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dc.contributor.authorArndt, Amelia

The Indigenous peoples of Australia and Canada suffered horrific mistreatment at the hands of colonial governments. The colonial governments of Australia and Canada implemented brutal policies of assimilation to orchestrate the total absorption of Indigenous peoples into the non-Indigenous population. The key method used in this assimilation mission was the forced removal of Indigenous children. The trauma left by these policies still affect Indigenous populations today, despite national apologies and multiple attempts at reforming Indigenous child welfare legislation. Government inaction and inadequate and ineffective policies have rendered the government’s apologies effectively meaningless, as they have been unable to stop the numbers of Indigenous children being removed from continuing to rise. There are now more Indigenous children residing in out-of-home care in Western Australia (WA), and British Columbia (BC), than at the height of the colonial policies of assimilation. These children have been removed not because their families put them at a greater risk, but because their families are at a greater risk. Using an international human rights framework, this dissertation comprehensively examines the legislation, policies and practices of Indigenous child welfare in WA and BC. It reveals that action urgently needs to be taken to address the underlying causes of the overrepresentation of Indigenous children in out-of-home care, in order to reduce and prevent such large numbers of Indigenous children being removed from their families and culture. The governments in WA and BC should implement legislated roles ensuring Indigenous participation and consultation throughout the child welfare process. This should include culturally appropriate methods of prevention and support, which will in turn help to ensure that Indigenous children are able to maintain a connection to their culture, a vital lifeline for Indigenous peoples which helps to increase resilience and their sense of identity. If action is not immediately taken, WA and BC are at risk of creating another ‘stolen’ generation of children, not by design as in the past, but by default. We should not continue to stand back and watch the numbers of Indigenous children being removed continue to increase. Action must be continually taken to ensure that the behaviours of the past do not continue to keep negatively affecting Indigenous populations in the future.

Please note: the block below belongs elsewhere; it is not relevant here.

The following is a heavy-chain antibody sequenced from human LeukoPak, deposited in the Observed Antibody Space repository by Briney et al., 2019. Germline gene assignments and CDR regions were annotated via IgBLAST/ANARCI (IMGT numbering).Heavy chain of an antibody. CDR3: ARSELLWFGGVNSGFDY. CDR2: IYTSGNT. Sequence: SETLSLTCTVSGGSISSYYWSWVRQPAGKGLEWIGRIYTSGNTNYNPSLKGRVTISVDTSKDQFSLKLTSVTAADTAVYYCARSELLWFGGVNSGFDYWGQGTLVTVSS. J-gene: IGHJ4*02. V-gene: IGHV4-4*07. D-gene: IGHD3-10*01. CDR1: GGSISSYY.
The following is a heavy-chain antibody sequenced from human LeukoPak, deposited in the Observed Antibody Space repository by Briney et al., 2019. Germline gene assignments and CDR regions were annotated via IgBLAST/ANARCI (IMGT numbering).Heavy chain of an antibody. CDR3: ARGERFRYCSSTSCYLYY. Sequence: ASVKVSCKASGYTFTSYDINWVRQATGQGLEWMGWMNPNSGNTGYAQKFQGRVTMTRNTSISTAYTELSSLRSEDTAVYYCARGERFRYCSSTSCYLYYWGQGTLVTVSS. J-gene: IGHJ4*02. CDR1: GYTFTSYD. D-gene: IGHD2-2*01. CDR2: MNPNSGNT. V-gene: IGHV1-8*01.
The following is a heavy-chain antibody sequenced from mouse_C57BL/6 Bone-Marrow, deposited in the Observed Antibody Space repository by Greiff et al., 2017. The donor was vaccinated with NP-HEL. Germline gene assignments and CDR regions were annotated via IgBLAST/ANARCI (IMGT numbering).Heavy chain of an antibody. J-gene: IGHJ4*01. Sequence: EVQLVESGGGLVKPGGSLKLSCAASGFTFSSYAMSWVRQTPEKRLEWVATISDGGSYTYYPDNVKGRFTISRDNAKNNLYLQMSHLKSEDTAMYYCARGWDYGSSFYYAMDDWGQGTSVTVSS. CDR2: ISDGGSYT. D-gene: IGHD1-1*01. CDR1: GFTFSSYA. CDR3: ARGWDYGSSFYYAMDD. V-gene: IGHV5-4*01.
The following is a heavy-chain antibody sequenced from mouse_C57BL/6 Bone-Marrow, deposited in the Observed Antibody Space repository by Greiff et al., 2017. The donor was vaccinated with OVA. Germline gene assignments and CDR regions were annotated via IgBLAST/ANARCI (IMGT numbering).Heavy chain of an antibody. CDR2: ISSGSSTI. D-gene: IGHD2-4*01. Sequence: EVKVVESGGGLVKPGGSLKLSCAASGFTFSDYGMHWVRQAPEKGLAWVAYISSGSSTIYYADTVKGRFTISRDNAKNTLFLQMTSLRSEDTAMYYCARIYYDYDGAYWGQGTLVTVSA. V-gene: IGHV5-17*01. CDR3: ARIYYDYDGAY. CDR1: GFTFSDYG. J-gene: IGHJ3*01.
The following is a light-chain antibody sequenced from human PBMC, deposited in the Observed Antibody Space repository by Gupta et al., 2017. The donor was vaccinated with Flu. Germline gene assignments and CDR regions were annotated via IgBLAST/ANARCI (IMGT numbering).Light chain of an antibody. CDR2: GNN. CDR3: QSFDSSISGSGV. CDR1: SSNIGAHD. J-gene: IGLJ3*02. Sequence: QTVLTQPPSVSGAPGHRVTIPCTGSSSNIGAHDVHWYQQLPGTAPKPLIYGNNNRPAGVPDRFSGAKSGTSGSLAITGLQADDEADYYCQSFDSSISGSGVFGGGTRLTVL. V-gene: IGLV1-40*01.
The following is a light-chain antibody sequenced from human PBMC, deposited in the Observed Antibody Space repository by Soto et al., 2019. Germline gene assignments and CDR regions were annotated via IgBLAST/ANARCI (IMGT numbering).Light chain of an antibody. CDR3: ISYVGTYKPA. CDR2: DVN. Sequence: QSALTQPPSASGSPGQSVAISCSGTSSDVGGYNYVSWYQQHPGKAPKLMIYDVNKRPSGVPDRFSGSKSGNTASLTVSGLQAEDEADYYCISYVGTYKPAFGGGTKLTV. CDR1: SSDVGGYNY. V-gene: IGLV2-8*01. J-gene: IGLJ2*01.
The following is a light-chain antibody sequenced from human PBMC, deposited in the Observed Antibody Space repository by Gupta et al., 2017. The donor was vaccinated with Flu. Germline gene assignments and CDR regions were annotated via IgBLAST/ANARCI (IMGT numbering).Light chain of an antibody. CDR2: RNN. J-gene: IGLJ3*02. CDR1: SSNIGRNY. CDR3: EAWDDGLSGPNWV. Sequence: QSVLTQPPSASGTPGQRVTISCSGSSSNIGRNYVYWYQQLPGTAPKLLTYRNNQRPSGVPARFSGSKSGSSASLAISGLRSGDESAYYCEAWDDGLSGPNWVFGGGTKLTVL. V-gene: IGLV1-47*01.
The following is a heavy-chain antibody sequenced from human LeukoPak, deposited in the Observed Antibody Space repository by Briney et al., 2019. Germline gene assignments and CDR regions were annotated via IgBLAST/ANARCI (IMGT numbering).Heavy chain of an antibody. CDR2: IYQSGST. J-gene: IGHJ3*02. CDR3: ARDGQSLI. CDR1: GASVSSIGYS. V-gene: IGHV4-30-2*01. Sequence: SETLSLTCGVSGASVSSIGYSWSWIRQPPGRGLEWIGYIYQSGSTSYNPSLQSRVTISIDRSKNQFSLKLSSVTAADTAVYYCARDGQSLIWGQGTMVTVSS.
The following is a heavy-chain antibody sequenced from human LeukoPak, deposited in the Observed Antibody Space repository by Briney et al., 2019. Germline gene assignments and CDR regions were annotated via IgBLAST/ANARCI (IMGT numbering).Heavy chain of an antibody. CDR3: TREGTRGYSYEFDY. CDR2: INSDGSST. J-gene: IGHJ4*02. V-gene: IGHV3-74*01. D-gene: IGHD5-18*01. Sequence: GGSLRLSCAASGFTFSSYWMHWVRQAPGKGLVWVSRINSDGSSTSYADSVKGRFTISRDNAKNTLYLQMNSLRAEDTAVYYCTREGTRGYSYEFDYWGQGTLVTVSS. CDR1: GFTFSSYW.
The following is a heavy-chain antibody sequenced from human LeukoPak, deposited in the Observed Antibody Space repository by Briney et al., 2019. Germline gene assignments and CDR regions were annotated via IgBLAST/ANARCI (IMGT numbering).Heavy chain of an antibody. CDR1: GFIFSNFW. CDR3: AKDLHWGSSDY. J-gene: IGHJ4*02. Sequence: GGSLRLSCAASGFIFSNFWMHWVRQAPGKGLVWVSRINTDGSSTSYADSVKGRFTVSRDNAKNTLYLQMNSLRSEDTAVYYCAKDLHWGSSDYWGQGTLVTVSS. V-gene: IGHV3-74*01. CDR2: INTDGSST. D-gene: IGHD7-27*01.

dc.publisherCurtin Universityen_US
dc.title‘You Cannot Apologise for Treating Someone Badly, Without Then Changing Your Behaviour Towards Them in the Future’: An Analysis of Contemporary Approaches to Indigenous Child Removal in Western Australia and British Columbiaen_US
dc.typeStudent Worken_US
curtin.departmentCurtin Law Schoolen_US
curtin.accessStatusOpen accessen_US
curtin.facultyCurtin Business Schoolen_US

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